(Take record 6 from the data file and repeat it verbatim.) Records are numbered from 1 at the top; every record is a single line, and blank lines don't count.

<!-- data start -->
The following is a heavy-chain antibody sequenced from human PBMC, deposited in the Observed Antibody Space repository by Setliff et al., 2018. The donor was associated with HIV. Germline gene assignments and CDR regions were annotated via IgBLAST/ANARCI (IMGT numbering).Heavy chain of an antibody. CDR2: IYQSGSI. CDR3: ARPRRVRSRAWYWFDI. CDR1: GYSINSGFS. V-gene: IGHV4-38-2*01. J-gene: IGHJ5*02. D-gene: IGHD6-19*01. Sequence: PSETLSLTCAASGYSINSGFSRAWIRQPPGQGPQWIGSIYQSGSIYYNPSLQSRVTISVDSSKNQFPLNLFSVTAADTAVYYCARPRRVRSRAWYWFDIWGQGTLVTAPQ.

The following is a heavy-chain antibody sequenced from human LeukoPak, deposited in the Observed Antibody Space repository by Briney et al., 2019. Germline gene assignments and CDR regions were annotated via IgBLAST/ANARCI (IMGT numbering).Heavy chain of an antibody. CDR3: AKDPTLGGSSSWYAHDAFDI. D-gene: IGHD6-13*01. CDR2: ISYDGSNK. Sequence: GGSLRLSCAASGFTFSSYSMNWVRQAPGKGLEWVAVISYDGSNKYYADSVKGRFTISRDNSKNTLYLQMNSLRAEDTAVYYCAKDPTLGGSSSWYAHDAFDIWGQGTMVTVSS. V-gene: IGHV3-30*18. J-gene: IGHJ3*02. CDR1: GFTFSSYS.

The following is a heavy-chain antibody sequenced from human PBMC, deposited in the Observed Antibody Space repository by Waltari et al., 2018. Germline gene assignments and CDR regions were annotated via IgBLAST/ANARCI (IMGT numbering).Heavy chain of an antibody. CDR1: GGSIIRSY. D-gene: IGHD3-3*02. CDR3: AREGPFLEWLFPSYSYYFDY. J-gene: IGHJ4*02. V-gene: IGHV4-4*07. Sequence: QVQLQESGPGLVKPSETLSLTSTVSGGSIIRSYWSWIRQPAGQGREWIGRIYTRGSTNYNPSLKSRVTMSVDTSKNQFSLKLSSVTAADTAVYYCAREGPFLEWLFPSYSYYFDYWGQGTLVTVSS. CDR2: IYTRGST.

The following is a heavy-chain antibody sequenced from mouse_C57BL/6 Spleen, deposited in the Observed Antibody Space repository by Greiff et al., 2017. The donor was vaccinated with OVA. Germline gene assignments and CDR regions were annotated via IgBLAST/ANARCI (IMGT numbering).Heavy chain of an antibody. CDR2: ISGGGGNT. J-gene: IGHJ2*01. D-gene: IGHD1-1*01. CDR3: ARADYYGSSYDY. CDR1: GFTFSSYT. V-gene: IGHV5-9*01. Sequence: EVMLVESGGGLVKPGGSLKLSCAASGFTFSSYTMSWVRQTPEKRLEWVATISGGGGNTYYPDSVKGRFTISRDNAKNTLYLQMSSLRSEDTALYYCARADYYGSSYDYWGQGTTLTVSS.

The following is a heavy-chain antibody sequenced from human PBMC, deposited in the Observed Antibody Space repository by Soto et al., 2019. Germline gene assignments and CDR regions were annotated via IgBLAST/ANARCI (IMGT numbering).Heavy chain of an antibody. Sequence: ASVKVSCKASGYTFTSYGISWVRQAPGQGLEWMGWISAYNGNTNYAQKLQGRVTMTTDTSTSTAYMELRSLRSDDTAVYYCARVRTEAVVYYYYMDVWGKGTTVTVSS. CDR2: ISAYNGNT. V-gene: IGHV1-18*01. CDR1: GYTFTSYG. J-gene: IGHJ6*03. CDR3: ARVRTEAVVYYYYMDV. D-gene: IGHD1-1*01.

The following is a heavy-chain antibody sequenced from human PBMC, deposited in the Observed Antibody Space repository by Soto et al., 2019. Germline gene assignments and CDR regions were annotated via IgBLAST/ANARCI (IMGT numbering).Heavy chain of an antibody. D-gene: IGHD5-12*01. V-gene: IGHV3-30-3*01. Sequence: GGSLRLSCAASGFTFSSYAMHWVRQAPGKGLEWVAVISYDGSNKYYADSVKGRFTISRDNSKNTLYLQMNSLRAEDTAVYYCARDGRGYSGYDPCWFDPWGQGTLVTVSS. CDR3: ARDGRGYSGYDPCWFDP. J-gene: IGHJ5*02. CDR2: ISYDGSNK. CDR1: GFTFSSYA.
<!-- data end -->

The following is a heavy-chain antibody sequenced from human PBMC, deposited in the Observed Antibody Space repository by Soto et al., 2019. Germline gene assignments and CDR regions were annotated via IgBLAST/ANARCI (IMGT numbering).Heavy chain of an antibody. D-gene: IGHD5-12*01. V-gene: IGHV3-30-3*01. Sequence: GGSLRLSCAASGFTFSSYAMHWVRQAPGKGLEWVAVISYDGSNKYYADSVKGRFTISRDNSKNTLYLQMNSLRAEDTAVYYCARDGRGYSGYDPCWFDPWGQGTLVTVSS. CDR3: ARDGRGYSGYDPCWFDP. J-gene: IGHJ5*02. CDR2: ISYDGSNK. CDR1: GFTFSSYA.